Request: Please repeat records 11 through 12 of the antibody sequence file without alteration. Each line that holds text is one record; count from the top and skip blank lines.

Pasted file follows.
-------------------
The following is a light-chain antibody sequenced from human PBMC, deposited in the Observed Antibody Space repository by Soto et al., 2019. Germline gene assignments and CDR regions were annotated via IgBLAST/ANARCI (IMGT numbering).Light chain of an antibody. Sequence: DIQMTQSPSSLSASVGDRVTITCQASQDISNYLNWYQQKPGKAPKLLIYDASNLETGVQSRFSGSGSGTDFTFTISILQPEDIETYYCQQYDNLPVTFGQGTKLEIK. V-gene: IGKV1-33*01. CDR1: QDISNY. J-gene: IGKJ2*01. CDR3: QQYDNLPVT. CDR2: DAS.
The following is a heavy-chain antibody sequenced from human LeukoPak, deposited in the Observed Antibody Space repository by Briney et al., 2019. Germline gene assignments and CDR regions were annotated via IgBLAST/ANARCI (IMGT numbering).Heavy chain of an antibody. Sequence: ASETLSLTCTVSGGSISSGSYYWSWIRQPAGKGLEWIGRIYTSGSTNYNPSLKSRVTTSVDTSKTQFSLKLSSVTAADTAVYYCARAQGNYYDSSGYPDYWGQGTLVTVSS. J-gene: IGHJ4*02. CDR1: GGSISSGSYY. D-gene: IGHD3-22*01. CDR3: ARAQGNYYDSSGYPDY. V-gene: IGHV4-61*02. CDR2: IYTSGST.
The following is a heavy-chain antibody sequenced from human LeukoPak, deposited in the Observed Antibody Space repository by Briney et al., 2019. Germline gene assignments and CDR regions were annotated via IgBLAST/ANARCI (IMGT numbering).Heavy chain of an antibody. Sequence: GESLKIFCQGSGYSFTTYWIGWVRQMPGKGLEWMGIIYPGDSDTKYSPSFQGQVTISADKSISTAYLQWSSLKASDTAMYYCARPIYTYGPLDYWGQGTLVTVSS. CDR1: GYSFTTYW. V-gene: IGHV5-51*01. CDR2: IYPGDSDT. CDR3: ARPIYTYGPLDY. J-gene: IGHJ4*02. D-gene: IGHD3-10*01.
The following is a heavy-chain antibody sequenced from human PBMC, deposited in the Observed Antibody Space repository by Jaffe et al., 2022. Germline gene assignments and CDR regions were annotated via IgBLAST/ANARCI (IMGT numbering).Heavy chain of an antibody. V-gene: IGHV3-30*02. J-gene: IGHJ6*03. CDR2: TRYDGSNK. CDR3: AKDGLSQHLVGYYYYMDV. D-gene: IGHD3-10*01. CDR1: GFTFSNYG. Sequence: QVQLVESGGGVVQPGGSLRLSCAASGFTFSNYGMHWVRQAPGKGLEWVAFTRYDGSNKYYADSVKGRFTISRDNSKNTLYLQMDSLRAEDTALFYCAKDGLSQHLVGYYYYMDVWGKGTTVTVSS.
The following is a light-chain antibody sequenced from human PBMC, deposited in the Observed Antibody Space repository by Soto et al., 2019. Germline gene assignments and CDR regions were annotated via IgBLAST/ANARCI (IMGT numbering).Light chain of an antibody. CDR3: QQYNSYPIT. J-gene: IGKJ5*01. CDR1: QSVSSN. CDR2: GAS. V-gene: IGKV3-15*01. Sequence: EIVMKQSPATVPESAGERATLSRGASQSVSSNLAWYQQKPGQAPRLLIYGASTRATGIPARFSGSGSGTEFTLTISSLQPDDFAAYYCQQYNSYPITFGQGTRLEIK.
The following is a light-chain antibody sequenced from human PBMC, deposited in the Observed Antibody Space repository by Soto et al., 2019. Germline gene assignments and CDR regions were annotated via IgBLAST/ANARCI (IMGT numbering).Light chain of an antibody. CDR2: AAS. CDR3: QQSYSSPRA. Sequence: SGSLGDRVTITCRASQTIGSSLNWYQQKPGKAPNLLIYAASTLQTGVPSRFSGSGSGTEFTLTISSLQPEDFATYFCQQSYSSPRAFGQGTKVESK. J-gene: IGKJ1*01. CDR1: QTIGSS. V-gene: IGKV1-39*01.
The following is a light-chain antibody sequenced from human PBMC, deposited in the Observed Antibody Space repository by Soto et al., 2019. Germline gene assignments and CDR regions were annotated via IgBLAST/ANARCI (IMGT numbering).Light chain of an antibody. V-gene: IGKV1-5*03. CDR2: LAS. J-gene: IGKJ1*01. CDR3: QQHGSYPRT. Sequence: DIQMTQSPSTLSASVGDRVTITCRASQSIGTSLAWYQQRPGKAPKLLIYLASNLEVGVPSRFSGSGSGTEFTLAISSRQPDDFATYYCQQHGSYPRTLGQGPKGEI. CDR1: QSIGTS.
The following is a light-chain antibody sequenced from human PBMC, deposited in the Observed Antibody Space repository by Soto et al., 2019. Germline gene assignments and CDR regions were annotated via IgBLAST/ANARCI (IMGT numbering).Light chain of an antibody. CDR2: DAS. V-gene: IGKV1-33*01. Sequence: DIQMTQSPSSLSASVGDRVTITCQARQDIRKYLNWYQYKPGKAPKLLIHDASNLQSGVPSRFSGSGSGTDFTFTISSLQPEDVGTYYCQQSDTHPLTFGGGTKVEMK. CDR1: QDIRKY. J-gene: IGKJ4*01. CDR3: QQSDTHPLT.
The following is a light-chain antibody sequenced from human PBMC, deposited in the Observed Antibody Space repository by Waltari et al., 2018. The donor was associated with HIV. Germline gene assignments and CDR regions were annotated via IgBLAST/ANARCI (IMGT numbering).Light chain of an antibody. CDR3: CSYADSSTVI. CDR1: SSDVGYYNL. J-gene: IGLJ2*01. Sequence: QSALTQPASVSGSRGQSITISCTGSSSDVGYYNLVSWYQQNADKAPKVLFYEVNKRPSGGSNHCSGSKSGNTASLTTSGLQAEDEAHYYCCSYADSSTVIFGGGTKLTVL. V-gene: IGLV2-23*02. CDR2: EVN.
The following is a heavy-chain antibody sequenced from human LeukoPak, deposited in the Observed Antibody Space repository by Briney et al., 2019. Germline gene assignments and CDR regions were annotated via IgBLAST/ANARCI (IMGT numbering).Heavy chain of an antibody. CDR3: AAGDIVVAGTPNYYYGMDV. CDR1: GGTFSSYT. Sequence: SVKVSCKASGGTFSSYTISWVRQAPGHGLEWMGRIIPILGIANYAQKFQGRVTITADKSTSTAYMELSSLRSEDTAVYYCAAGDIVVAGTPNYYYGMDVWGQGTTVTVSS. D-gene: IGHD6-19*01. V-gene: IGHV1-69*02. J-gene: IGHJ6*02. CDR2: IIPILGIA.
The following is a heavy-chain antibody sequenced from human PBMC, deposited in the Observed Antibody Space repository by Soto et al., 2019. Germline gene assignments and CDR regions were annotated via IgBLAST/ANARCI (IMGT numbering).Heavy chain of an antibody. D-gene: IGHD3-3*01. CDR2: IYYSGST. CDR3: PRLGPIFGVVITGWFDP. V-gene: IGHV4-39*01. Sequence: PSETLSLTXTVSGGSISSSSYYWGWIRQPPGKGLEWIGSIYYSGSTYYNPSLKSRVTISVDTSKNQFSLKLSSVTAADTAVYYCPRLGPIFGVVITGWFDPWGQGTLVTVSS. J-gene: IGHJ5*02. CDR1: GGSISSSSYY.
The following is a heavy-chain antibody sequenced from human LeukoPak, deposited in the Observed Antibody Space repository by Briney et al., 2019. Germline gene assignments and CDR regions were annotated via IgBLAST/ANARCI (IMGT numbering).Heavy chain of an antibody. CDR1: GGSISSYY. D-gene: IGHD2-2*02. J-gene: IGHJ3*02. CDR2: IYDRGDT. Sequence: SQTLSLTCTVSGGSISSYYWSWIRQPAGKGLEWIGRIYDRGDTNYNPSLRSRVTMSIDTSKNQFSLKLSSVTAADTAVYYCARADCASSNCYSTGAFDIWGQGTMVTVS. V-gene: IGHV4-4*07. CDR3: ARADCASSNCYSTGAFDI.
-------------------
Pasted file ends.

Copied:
The following is a heavy-chain antibody sequenced from human PBMC, deposited in the Observed Antibody Space repository by Soto et al., 2019. Germline gene assignments and CDR regions were annotated via IgBLAST/ANARCI (IMGT numbering).Heavy chain of an antibody. D-gene: IGHD3-3*01. CDR2: IYYSGST. CDR3: PRLGPIFGVVITGWFDP. V-gene: IGHV4-39*01. Sequence: PSETLSLTXTVSGGSISSSSYYWGWIRQPPGKGLEWIGSIYYSGSTYYNPSLKSRVTISVDTSKNQFSLKLSSVTAADTAVYYCPRLGPIFGVVITGWFDPWGQGTLVTVSS. J-gene: IGHJ5*02. CDR1: GGSISSSSYY.
The following is a heavy-chain antibody sequenced from human LeukoPak, deposited in the Observed Antibody Space repository by Briney et al., 2019. Germline gene assignments and CDR regions were annotated via IgBLAST/ANARCI (IMGT numbering).Heavy chain of an antibody. CDR1: GGSISSYY. D-gene: IGHD2-2*02. J-gene: IGHJ3*02. CDR2: IYDRGDT. Sequence: SQTLSLTCTVSGGSISSYYWSWIRQPAGKGLEWIGRIYDRGDTNYNPSLRSRVTMSIDTSKNQFSLKLSSVTAADTAVYYCARADCASSNCYSTGAFDIWGQGTMVTVS. V-gene: IGHV4-4*07. CDR3: ARADCASSNCYSTGAFDI.